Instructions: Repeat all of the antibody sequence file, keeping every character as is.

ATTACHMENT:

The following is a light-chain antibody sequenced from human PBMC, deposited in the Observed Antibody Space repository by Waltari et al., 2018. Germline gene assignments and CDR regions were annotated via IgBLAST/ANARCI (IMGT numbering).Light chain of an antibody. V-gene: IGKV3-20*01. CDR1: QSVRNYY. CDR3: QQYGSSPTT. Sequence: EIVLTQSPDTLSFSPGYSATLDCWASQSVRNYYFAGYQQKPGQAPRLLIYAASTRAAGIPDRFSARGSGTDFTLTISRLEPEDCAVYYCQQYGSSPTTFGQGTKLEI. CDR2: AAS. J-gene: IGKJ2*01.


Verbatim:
The following is a light-chain antibody sequenced from human PBMC, deposited in the Observed Antibody Space repository by Waltari et al., 2018. Germline gene assignments and CDR regions were annotated via IgBLAST/ANARCI (IMGT numbering).Light chain of an antibody. V-gene: IGKV3-20*01. CDR1: QSVRNYY. CDR3: QQYGSSPTT. Sequence: EIVLTQSPDTLSFSPGYSATLDCWASQSVRNYYFAGYQQKPGQAPRLLIYAASTRAAGIPDRFSARGSGTDFTLTISRLEPEDCAVYYCQQYGSSPTTFGQGTKLEI. CDR2: AAS. J-gene: IGKJ2*01.